Wednesday, October 16, 2013

Lying Without Saying A Single Word

The short answer is "kinesics;" the longer is "non-verbal behavior related to physical movement" or simply, Body Language.  In a poker game, the players' faces can reflect the hand they've been given, hence the term "poker face" meaning an unemotional, blank look.  Used away from poker, too, very often by wives who spent more than they should have or a husbands denials of where the meeting was actually held (and with whom.)

The study of kinesics was begun back in 1952 by an anthropologist name of Ray Birdwhistell and carried forth to this day by fiction writer Jeffrey Deaver via his heroine Kathryn Dance of the California Bureau of Investigation.  She is their body language specialist.

I'd never heard of kinesics until I read Deaver's "Roadside Crosses."  Being an ardent observer of human behavior, I was fascinated.  Deaver is wonderfully educational on this subject.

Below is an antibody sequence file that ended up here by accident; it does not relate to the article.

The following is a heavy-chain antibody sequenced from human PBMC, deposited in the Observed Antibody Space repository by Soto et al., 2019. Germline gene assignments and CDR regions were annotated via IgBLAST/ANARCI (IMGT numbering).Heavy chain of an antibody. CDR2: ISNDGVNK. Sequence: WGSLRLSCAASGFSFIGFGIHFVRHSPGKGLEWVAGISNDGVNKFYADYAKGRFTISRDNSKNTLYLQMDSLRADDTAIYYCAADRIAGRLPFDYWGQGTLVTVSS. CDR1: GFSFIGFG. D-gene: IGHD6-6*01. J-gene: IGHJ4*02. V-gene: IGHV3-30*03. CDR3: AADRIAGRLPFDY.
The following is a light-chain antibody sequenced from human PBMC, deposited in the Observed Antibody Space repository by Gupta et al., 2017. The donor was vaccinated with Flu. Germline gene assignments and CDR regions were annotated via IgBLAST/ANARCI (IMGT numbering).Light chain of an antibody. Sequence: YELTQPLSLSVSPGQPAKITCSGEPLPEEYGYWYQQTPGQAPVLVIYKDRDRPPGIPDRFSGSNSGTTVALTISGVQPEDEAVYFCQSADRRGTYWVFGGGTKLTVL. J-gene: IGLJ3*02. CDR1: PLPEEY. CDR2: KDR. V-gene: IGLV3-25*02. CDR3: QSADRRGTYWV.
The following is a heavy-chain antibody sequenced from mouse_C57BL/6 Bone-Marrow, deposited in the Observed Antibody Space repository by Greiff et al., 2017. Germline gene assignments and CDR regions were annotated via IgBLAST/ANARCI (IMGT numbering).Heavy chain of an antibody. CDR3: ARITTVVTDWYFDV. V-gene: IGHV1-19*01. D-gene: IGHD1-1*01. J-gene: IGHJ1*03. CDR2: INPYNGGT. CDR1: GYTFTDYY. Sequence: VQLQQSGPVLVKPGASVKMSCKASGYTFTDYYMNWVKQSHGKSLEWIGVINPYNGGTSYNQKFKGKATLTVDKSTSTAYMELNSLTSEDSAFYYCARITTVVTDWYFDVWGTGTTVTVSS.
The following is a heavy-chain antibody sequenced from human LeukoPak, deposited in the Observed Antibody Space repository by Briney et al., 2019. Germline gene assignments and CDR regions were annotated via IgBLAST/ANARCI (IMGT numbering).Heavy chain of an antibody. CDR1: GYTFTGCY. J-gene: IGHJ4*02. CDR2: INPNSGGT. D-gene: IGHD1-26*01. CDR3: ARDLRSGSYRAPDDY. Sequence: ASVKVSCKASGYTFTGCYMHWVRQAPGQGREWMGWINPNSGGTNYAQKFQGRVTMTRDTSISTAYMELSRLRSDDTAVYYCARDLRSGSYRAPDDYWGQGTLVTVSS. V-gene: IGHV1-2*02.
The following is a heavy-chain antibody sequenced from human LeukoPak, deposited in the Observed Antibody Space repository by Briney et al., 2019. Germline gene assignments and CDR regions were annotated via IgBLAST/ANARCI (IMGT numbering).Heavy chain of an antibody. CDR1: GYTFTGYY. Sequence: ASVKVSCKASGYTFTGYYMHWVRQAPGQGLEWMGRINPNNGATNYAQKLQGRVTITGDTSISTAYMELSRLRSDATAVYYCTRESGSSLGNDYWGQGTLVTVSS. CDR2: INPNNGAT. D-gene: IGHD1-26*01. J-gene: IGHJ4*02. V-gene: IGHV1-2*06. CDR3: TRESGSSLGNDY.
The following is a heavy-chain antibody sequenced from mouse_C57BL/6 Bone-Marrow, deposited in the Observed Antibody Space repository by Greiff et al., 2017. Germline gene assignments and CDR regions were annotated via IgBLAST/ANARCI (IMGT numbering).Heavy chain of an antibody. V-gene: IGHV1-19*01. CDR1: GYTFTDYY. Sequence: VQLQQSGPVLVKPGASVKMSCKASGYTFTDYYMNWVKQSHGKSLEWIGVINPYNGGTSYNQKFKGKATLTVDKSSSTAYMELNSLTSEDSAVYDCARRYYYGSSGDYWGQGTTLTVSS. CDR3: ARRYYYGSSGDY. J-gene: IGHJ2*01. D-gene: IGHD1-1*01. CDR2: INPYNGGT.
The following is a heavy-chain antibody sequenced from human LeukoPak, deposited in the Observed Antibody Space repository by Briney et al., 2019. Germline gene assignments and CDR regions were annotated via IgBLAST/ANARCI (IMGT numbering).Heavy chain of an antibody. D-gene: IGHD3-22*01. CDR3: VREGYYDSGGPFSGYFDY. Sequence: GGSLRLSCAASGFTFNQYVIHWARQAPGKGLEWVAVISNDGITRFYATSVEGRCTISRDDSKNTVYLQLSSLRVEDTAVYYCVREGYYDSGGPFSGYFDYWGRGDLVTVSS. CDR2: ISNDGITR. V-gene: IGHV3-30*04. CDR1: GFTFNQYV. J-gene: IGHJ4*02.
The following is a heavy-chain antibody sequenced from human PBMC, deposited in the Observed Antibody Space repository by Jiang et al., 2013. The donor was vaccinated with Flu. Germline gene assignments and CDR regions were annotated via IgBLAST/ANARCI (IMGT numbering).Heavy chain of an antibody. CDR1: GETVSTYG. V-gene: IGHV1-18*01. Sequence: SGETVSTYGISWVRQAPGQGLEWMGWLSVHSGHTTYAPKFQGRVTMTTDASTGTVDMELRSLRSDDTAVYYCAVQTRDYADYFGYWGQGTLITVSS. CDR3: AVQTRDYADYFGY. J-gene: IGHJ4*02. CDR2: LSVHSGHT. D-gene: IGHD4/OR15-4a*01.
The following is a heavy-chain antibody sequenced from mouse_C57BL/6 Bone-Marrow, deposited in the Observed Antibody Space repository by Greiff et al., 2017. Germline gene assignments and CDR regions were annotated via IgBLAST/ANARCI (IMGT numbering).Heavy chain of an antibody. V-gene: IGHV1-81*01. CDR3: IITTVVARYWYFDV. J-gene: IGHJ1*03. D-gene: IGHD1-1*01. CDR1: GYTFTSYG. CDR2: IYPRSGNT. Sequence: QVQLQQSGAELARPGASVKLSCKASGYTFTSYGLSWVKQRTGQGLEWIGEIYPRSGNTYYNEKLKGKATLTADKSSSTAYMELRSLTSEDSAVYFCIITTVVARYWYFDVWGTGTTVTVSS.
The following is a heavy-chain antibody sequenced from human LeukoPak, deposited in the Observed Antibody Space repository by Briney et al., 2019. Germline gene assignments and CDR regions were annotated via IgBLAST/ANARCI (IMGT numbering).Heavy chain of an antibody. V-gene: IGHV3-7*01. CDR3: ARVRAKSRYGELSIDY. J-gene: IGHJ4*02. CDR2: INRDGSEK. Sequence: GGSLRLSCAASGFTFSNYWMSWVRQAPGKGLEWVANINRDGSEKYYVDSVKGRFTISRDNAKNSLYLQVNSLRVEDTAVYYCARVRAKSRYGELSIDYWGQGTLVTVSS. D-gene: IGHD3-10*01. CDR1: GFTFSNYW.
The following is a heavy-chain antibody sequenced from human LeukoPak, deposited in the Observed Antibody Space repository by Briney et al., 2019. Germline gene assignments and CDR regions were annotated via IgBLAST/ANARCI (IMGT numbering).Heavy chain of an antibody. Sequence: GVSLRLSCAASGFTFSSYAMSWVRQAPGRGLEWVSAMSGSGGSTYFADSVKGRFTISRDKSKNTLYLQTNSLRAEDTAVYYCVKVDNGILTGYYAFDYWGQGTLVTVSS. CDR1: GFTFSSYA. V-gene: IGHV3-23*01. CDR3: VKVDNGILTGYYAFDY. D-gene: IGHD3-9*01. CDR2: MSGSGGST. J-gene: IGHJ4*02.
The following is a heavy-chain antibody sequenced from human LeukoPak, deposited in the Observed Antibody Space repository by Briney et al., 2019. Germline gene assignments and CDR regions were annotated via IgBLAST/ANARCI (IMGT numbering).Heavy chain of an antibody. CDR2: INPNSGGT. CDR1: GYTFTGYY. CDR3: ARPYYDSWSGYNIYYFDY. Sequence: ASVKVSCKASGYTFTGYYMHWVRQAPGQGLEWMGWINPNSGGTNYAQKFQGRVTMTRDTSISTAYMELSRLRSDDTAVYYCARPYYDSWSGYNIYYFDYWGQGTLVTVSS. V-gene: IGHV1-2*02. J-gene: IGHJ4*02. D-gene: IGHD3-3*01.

The Good Guy first has to establish a baseline of normal thus truthful behavior of the person being questioned.  Such as, do they normally wiggle, use "Uh" a lot, twist a strand of hair?  You get the picture.

When a subject being questioned is lying, they may offer unnecessary digressions, ramble on or generalize by saying 'Oh, everyone knows that" such-and-such.

The Myers-Briggs Personality Type Indicator is pretty conclusive as to types of people - extrovert, introvert, intuitive, verifying data by using the five senses or relying on hunches. 

The other side of the coin is the type personality that liars present - manipulative lies, social lies, insecurity or (tellingly) actors who lie for control. 

This is a fascinating subject and to practice you skills with television personalities or politicians can be quite amusing.  Since all politicians lie, they aren't much of a challenge, but you need to start with something easy.  As entertainment, I recommend it. 

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